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Dysphagia. 2018 Aug 7. doi: 10.1007/s00455-018-9933-4. [Epub ahead of print]

Voluntary Cough and Clinical Swallow Function in Children with Spastic Cerebral Palsy and Healthy Controls.

Author information

1
Department of Speech, Language, and Hearing Sciences, University of Connecticut, Storrs, CT, USA.
2
Department of Speech, Language, and Hearing Sciences, Purdue University, West Lafayette, IN, USA.
3
Department of Biobehavioral Sciences, Teachers College, Columbia University, New York, NY, USA.
4
Department of Biobehavioral Sciences, Teachers College, Columbia University, New York, NY, USA. mst2139@tc.columbia.edu.

Abstract

Dysphagia and resulting pulmonary sequelae are frequently observed in children with spastic cerebral palsy (SCP). However, physiological evidence regarding airway protective behaviors (specifically swallowing and cough function) in these children is sparse. The aim of this investigation was to quantify specific feeding, swallowing, and cough impairments in children with SCP compared to controls. Eleven children with SCP (mean age: 7 ± 2 years; GMFCS: I-V; MACS: I-V) and 10 age-matched controls participated. Clinical feeding and swallowing performance was evaluated with the dysphagia disorder survey (DDS) using standardized liquid, puree, and chewable solid consistencies. Suprahyoid muscle activity and respiratory-swallow patterns were assessed with simultaneous surface electromyography and respiratory inductance plethysmography as children swallowed the various consistencies. Voluntary cough airflow measures were also obtained. Nonparametric tests were used for group comparisons and correlational analyses. Compared to controls, children with SCP demonstrated more signs of clinical feeding and swallowing impairment (p < 0.0001, η2 = 0.771), heightened suprahyoid muscle activity for puree (p = 0.014, η2 = 0.305) and chewable solids (p = 0.001, η2 = 0.528), more frequent post-swallow inhalation across liquid (p = 0.005, η2 = 0.401), puree (p = 0.014, η2 = 0.304), and chewable solids (p = 0.035, η2 = 0.223), and lower cough volume acceleration (p = 0.019, η2 = 0.289). Post-swallow inhalation for chewable solids was correlated with the DDS Part 1 (rs = 0.734, p = 0.010), DDS Part 2 (rs = 0.610, p = 0.046) and the DDS Total scores (rs = 0.673, p = 0.023). This study is the first to provide evidence of specific physiological deficits of both swallowing and voluntary cough in children with SCP. Potential hypotheses explaining these deficits and implications for physiologically driven management are explored.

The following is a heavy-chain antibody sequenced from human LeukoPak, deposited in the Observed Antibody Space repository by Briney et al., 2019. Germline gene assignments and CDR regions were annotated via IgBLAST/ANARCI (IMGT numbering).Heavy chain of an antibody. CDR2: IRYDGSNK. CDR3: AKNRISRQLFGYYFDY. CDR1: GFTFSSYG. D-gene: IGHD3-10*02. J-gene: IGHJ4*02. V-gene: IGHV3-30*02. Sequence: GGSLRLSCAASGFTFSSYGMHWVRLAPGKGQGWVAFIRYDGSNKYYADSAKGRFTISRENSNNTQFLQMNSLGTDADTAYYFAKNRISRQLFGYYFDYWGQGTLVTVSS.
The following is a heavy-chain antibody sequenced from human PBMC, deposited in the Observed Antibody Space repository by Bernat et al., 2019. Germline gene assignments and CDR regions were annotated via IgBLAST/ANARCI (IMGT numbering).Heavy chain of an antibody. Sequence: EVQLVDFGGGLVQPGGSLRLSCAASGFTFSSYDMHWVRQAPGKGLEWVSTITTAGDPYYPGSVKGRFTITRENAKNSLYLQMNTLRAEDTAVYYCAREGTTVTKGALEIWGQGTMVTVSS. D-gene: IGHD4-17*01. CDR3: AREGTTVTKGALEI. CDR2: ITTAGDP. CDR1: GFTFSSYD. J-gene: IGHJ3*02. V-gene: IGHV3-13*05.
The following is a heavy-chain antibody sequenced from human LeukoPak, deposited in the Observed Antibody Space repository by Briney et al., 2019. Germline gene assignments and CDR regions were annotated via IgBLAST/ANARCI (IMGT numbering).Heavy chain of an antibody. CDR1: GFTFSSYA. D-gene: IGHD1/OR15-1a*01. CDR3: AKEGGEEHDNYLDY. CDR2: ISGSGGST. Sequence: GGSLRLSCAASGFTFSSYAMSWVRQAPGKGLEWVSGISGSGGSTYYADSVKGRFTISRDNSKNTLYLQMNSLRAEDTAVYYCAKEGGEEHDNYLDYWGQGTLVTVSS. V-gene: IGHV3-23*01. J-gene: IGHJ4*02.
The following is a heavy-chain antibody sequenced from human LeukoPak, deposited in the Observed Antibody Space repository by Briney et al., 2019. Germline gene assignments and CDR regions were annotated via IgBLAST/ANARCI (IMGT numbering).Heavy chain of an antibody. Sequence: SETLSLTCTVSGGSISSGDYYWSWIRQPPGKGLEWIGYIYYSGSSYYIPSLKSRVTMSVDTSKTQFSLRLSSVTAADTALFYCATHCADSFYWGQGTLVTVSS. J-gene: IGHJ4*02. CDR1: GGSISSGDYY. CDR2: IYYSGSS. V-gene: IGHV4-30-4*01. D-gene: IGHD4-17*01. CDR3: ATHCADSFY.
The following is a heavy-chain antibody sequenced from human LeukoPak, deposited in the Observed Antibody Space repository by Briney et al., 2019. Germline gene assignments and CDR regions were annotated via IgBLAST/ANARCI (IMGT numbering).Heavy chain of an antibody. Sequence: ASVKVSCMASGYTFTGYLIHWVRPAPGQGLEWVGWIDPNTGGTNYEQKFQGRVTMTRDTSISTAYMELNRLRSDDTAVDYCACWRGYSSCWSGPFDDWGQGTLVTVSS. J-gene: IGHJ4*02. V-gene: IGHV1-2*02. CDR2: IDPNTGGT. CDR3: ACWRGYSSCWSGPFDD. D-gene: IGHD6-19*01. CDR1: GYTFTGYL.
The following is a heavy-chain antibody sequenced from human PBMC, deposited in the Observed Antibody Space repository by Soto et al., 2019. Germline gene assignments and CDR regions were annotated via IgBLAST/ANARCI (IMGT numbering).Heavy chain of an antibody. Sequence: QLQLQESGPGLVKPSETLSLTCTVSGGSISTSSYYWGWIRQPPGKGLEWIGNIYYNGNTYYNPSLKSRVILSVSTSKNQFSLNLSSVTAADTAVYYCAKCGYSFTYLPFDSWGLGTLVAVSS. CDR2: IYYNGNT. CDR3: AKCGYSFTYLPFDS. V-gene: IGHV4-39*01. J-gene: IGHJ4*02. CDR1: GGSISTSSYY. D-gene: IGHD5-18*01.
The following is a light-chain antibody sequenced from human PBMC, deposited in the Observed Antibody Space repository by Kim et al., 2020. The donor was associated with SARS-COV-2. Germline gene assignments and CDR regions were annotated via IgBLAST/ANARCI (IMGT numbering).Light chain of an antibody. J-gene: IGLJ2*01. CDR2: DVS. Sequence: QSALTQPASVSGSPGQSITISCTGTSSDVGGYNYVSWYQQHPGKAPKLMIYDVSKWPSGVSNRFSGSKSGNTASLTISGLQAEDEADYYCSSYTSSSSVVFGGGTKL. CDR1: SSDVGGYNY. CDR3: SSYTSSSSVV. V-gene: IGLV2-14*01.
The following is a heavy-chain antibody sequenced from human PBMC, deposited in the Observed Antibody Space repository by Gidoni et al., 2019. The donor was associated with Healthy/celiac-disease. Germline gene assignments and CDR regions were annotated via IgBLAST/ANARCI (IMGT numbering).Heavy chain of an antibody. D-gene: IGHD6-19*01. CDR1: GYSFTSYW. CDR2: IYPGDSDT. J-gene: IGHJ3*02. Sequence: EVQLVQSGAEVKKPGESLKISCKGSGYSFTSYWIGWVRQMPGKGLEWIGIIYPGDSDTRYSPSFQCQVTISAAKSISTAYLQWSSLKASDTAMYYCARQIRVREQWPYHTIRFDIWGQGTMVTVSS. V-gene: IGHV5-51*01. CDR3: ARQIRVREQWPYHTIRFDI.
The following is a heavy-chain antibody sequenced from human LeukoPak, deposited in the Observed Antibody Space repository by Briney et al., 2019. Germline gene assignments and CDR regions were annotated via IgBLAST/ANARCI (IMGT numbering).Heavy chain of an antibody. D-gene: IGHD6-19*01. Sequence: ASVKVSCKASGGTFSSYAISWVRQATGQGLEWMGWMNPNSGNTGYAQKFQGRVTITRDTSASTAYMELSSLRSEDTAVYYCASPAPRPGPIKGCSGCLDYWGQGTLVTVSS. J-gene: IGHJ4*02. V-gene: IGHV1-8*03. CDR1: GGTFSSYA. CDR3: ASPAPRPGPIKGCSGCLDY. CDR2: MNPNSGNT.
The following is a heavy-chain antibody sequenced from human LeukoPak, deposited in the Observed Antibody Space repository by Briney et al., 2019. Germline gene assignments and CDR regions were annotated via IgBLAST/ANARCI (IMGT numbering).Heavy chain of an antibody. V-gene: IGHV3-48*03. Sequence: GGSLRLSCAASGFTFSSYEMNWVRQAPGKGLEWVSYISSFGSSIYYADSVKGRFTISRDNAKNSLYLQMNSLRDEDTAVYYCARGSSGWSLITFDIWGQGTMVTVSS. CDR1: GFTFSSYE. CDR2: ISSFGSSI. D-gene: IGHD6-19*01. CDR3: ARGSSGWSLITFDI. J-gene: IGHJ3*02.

KEYWORDS:

Cerebral palsy; Deglutition; Deglutition disorders; Dysphagia; Dystussia; Pediatrics

PMID:
30088088
DOI:
10.1007/s00455-018-9933-4

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